42. Don’t Get Bent Out Of Shape Now
I worked in an OR for a couple of years as a biomedical engineer. Basically, my job was to sprint to the room when the equipment wasn’t working right or when the surgeon or anesthesiologist didn’t know how to use the equipment. With about 70 ORs, I was doing a lot of running and saw some surgeries that belonged in horror movies.
One time, a surgical table was malfunctioning going into full a Trendelenburg position, which is when the table tilts so that the patient’s head is below the level of their feet. They could slide off the table like an egg from a skillet. So, I went running into this room and the whole surgical team was there, holding on to the patient while his blood was pouring out everywhere.
The fix was pretty simple—I just slammed the controller against the floor a few times. Thankfully, the patient turned out ok.
43. Cover Up
I’m a medical physicist. 12 years ago, I was asked to look at and give advice to a lady who had a very slow-growing tumor on her nose. A Basel cell carcinoma. It’s usually not much of an issue if caught early. It could be removed with surgery or a short course of radiotherapy, and that’s it. Well, that’s not it. This lady was quite vain.
As soon as the lump had started to grow, she hid it under a scarf. She ended up hiding it for 20 whole years. By the time any medical professional saw it, the tumor had taken over most of her nasal cavity, crushed one eye, deformed her whole face, and grown in between all the nerves and blood vessels. It was absolutely inoperable.
There was very little you could do with radiotherapy without doing a lot of damage to everything else. Such a shame as it would have been so easy to fix 20 years ago. Please get lumps and random bleeding checked out.
44. Need A Nurse Here
I’m a nurse and had a sore throat. I didn’t think much of it; my daughter had come home from school with strep a few days prior. My fever spiked. I let it ride. My head hurt, and my neck began to feel stiff. Now I was thinking, “Oh no, do I have meningitis?” My temperature was 104, so I called my doctor to explain the symptoms.
They essentially told me to hold off until tomorrow morning. I was like, “Okay, cool. I’ll take Advil and do that.” Lo and behold, throughout the night, my temperature had spiked higher and higher. I don’t remember much of what happened, but I know at some point my ex-husband demanded I call in with my temperature above 105.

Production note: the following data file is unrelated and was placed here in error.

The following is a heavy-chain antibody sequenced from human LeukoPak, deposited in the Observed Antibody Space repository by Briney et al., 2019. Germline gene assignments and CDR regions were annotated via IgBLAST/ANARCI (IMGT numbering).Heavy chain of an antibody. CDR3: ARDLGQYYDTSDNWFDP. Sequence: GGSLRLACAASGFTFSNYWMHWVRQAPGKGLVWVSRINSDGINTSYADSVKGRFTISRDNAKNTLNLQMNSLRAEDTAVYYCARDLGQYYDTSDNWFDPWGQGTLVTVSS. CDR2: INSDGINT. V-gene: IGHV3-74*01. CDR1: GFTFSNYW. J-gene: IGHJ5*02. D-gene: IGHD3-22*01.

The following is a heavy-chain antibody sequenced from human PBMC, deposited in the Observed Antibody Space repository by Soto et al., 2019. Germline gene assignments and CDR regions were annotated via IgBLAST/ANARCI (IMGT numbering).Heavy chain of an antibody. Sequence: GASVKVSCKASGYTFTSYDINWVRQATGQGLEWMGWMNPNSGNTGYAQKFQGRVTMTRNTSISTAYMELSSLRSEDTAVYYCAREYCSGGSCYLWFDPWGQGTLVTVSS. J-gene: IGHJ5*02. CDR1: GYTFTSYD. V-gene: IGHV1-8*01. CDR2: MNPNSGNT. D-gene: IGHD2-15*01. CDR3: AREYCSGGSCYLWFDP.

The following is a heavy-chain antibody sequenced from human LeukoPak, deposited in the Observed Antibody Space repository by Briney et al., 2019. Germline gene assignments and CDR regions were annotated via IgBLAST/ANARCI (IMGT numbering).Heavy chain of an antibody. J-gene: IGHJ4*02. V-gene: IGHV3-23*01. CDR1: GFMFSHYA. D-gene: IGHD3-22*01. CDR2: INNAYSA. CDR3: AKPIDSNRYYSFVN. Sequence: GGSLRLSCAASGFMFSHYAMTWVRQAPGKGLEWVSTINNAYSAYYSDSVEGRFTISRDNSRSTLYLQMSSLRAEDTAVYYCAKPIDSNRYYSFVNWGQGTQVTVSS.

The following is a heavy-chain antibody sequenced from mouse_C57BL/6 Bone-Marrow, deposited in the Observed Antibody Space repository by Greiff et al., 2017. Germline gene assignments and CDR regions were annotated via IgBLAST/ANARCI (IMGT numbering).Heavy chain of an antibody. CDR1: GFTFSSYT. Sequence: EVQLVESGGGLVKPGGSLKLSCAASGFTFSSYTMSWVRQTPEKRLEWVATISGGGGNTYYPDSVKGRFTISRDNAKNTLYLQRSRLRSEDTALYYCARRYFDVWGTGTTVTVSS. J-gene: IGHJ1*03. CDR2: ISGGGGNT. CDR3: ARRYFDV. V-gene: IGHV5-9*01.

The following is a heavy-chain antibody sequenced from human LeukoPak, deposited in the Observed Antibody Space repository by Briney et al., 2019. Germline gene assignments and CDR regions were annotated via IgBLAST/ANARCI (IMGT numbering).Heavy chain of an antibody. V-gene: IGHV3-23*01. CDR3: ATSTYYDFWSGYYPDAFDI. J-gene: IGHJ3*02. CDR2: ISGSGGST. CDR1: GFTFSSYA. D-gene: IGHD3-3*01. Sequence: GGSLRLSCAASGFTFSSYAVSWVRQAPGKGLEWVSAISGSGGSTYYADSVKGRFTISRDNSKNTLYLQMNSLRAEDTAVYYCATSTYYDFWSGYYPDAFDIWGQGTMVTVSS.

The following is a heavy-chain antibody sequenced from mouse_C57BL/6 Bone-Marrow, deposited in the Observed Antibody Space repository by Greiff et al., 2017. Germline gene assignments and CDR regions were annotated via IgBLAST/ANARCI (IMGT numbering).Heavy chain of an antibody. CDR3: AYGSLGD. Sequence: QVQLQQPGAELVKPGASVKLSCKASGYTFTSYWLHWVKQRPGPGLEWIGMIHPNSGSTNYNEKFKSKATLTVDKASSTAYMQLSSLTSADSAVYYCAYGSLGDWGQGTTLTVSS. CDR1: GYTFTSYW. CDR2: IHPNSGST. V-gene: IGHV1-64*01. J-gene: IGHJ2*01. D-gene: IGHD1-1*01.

They still told me to ride it out at home, so in my brain-cooked state, I thought, “Yeah, okay.” Well, thank goodness at one point, my ex got fed up and fireman carried me to the car and drove me to the hospital where I’d just finished my ER internship. My temperature was still 106 or above, and my heart rate was a bit over.
What I remember most vividly was the shock at my triage rating, 2/5! That’s what they made possible heart attacks. All the nurses and techs shook their heads at me like, “Dude, you know these things! Why didn’t you come in sooner?” First of all, nurses don’t seek care for anything. Get help if you get a temperature over 106!
45. Torn Apart
My young, newly-married patient got in a bad motorcycle crash with her husband. She survived and her husband didn’t. She woke up and started yelling, “Where’s my husband?!” Then it got worse. See, we couldn’t tell her that he didn’t make it, as only the doctor could do that. Unfortunately, the doctor couldn’t come up for three hours.
So for three excruciating hours, we couldn’t tell her anything. I would walk into her room knowing that her life was about to be destroyed. My gut hurt just thinking about it. I’d ask her, “Can I get you anything, ma’am?” and she’d reply, “I just want to know where my husband is. Is he okay?” I would tell her that I wasn’t sure, but no matter how hard I tried to poker face it, I think she could tell in my voice that he was gone. There’s no chapter on that in any textbook.
46. I Spy With My X-Ray Eye